The woods were silent, except for the crying sound of a wounded rabbit. Wailing and squealing. Pause, more squealing. Another pause led me to stare down an abandoned logging road that meandered through the Sumter National Forest in Newberry County. My shotgun rested on my shoulder as I surveyed the woods and the lane, looking for any motion that would give away a coyote coming my way. As quickly as it started it ended; the song dog appeared, saw the decoy and came in on a dead run. The Hevi-Shot stopped him at 30 yards just before he pounced on the decoy.
As deer season ends, many hunters are looking for other ways to pursue game animals across South Carolina. One activity growing in popularity is predator hunting. And during cold month, bringing coyotes to a call is a great alternative to winter blues.
The coyote gets a lot of bad press — some if it is justified — but as far as a challenging hunt, calling predators is as good as it gets. As the apex predator of the Piedmont and Upstate, coyotes present hunters with a challenging and quality trophy. Moreover, when you consider the impact of taking a few coyotes from your hunting grounds, it’s a win-win situation for hunters.
The Sumter National Forest is comprised of three districts: the Enoree District encompassing Newberry, Union, Chester, Laurens and Fairfield counties; the Long Cane District covering Abbeville, Edgefield, Greenwood, McCormick and Saluda; and the Andrew Pickens District covering Oconee County. In total, the Sumter National Forest encompasses approximately 371,000 acres.
While the tracts are scattered and have been reduced somewhat over the years, there are still ample opportunities to access and successfully harvest coyotes.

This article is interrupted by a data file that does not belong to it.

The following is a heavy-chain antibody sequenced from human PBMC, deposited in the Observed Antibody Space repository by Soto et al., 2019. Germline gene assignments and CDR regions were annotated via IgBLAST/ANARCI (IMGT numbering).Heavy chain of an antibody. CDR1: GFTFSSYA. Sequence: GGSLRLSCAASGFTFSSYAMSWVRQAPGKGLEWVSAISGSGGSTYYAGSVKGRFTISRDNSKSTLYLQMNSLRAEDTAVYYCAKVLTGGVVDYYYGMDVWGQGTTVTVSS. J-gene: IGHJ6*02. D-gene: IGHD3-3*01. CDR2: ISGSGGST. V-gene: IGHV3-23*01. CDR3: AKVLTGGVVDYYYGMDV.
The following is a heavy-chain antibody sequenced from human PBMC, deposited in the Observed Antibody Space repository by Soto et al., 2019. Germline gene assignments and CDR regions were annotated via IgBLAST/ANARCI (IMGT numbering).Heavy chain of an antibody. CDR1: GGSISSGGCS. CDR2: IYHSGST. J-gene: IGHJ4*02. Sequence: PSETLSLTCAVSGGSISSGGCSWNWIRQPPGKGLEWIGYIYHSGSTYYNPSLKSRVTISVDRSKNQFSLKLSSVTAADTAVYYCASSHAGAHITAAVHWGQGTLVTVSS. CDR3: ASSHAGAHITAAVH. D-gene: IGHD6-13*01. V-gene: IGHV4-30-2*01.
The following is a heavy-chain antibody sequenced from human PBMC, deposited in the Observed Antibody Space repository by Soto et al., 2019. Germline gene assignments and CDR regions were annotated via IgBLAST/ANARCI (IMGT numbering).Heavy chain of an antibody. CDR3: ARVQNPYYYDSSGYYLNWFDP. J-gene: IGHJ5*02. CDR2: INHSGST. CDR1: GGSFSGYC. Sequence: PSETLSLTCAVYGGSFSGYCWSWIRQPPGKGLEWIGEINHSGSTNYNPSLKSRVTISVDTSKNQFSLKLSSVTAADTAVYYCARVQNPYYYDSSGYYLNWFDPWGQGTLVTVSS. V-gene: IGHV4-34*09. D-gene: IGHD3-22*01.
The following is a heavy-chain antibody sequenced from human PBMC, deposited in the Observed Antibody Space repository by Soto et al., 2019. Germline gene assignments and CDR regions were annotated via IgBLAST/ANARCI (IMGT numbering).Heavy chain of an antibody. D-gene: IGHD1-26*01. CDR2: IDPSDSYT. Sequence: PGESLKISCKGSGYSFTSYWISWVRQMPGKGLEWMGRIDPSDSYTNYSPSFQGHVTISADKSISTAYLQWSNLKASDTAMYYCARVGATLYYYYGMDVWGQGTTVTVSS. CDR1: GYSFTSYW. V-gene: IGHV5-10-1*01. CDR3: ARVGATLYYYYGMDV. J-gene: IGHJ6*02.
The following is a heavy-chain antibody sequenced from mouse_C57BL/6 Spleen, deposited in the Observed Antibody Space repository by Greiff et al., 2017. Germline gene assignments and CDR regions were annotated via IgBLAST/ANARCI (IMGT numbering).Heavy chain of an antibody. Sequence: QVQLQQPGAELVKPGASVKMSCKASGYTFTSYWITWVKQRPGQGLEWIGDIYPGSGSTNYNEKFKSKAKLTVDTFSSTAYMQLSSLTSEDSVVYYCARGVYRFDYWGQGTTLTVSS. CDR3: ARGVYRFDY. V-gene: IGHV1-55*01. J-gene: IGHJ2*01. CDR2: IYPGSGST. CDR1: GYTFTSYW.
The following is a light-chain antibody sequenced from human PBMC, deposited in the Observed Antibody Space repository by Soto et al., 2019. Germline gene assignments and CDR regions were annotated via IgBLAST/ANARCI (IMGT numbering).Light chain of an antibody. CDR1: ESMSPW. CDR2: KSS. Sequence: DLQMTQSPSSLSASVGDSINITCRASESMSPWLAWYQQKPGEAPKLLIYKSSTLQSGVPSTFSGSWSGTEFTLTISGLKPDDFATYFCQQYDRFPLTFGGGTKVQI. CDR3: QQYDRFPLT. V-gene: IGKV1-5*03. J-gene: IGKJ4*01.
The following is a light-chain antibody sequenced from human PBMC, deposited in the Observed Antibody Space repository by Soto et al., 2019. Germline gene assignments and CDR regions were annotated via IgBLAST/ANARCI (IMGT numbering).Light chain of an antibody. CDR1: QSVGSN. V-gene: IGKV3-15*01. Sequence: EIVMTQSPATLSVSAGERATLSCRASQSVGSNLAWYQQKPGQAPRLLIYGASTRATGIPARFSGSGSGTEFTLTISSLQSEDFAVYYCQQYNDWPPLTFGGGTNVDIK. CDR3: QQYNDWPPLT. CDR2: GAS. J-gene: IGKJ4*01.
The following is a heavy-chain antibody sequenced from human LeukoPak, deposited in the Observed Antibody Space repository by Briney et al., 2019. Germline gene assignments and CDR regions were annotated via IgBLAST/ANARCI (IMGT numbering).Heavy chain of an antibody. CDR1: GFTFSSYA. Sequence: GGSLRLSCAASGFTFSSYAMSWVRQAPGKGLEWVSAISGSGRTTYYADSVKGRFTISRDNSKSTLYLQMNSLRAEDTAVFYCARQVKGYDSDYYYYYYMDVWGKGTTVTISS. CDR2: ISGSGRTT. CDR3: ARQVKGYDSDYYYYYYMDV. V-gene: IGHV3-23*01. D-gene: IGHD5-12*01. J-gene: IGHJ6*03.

But the Enoree and Long Cane districts provide the best opportunities.
According to Jay Butfiloski, furbearer project coordinator for the S.C. Department of Natural Resources, hunters took approximately 32,204 coyotes in South Carolina in 2011. Population numbers are at best a guess, since there is no hard data to show the actual number of coyotes.
"We do know that we have a healthy population of coyotes in every county of the state, and this population is growing." Butfiloski said.
There aren’t funds available to do a hard study on the state’s coyote population, but estimates show that the Piedmont portion of the national forest holds a very healthy and huntable population of coyotes. Surveys indicate that out of the Enoree District, 1,599 coyotes were harvested in Laurens County, 1,225 in Newberry, 1,204 in Chester, 997 in Fairfield and 727 in Union county. In the Long Cane District, 955 were harvested in Saluda County, 810 in Edgefield, 727 in Abbeville, 706 Greenwood, and 374 in McCormick.
Tactics for hunting coyotes depend largely on your location. Many areas of the national forest are dense woods. Logging roads, forest roads and access roads all present possible locations for setting up to call in song dogs. Many top-notch coyote hunters favor being in more open terrain, preferring to have a great distance to see coyotes coming from as far as possible — which isn’t always possible in dense woods. While it’s different, it certainly isn’t impossible to hunt and kill coyotes in these conditions.
One of the challenges hunters face is the legality of weapons to be used. The SCDNR’s regulations limit weapons used to take coyotes (and armadillos) on public lands to those "allowed for the current open season."
After deer season ends on Jan. 1, hunters are limited to weapons that are legal to hunt small game: shotguns with shot no larger than No. 2, .22 of smaller rimfire rifles/handguns and primitive muzzle-loading rifles of .40 caliber or smaller, and archery equipment with small-game tips.
Coyote hunters who choose rimfire rifles tend to choose either the .17 HMR or the .22 magnum, both of which are more than capable of killing coyotes at reasonable ranges. Most, however opt for a 12-gauge shotgun loaded with the maximum size shot allowed; many ammunition companies are manufacturing loads designed to kill predators.
For hunting in the thick woods of the Sumter National Forest, many prefer a 12-gauge shotgun loaded with Hevi-shot’s "Dead Coyote" in 3- or 3 1/2-inch shells. From personal experience, that load will roll a coyote at extreme ranges.
These canines are intelligent animals, keenly aware of their surroundings. If a hunter thinks he can pull up to a location, blow a wounded rabbit and kill coyotes, he is in for an awakening. Scent control, stealth and head-to-toe camouflage are a requirement.